Bond and Interest Rates - What to do?

The following illustration shows the relationship between bonds and interest rates. Think of it as a teeter totter. When one goes up the other goes down. Hence, when interest rates go down, bond prices will go up, and when interest rates go up, bond prices will go down.

Lower interest rates result in the appreciation of a bond mutual fund, but  also lower interest income payments over time. As bonds mature the new bonds purchased pay a lower interest rate. Thus, there are two main factors at work here for investors; the value of the investment and income provided. Consequently, I want to discuss both of these items and how they may impact you.  

Average Effective Duration

Regarding the first (value of investment), there is a term called duration, which is used as a measurement of how a bond fund's price will be impacted by interest rates changes. Average effective duration provides a measure of a bond fund’s interest-rate sensitivity. It is kind of like our thermometer in assessing how a bond fund will be affected by interest rate changes. 

The longer a fund’s duration, the more sensitive the fund is to shifts in interest rates. 

The relationship among funds with different durations is straightforward: A fund with duration of 10 years is expected to be twice as volatile as a fund with a five-year duration. 

Duration also gives an indication of how a fund’s net asset value (NAV), or what most of us refer to as price per share, will change as interest rates change. A fund with a five-year duration would be expected to lose 5% of its NAV if interest rates rose by 1 percentage point, or gain 5% if interest rates fell by 1 percentage point.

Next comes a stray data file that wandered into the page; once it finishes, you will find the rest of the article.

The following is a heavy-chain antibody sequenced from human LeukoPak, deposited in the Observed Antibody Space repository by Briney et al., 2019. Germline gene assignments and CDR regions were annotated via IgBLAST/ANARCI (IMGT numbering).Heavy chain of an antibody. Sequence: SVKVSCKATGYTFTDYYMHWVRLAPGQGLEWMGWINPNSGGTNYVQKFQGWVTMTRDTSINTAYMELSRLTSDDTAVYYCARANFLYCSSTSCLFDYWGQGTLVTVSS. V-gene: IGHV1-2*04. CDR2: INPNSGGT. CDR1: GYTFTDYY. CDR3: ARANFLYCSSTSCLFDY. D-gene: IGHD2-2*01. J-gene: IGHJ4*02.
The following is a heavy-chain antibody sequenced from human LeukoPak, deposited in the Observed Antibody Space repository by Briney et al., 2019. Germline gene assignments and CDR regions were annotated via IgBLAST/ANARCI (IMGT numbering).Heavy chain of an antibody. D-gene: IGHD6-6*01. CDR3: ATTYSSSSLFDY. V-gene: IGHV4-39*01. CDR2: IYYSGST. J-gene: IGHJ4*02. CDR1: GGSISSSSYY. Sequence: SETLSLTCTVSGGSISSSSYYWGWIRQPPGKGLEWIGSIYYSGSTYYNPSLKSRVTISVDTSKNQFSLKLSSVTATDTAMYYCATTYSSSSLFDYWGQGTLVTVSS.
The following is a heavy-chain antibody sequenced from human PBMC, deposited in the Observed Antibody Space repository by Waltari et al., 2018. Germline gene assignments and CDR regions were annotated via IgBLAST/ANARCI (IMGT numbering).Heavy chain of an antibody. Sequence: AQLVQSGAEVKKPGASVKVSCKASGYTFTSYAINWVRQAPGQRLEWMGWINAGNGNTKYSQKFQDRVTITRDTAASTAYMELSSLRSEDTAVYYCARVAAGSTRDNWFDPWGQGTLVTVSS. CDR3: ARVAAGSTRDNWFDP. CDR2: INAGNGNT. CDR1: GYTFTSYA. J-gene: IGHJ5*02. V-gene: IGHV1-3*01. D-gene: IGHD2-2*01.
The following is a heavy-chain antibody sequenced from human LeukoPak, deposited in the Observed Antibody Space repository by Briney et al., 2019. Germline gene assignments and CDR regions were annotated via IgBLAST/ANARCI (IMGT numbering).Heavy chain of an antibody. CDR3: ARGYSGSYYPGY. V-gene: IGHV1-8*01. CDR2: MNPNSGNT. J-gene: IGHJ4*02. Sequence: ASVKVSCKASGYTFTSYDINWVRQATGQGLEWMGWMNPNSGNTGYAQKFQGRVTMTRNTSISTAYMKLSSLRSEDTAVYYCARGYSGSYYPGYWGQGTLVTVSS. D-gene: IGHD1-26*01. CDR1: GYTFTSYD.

Since we are probably facing higher interest rates going forward, duration is a measurement that we consider quite important. For that reason, we want to be selective and own funds that have lower average effective durations of say six or below versus funds with durations of say 15 or more. This is important because interest rates have begun creeping up. As a result, a fund with duration of 15 would see its net asset value (NAV) drop 15% or 2.5 times that of a fund with a duration of six. So in this regard, currently we are focusing on funds with what we consider lower average effective durations (AVEs). Ideally, we try and select funds with AVEs under four. I would rather have more downside protection against higher interest rates in the future, than reaching for more interest income today. 


As the prior illustration shows, interest rates and bonds have an inverse relationship. As a result, when you own a bond mutual fund, this can cause it to self-regulate. If interest rates go down over time, then you'll see your fund go up in value, but you'll also be receiving less income. On the other hand, if interest rates go up, then you see the price per share of your bond fund go down in value, but over time you'll start receiving more income.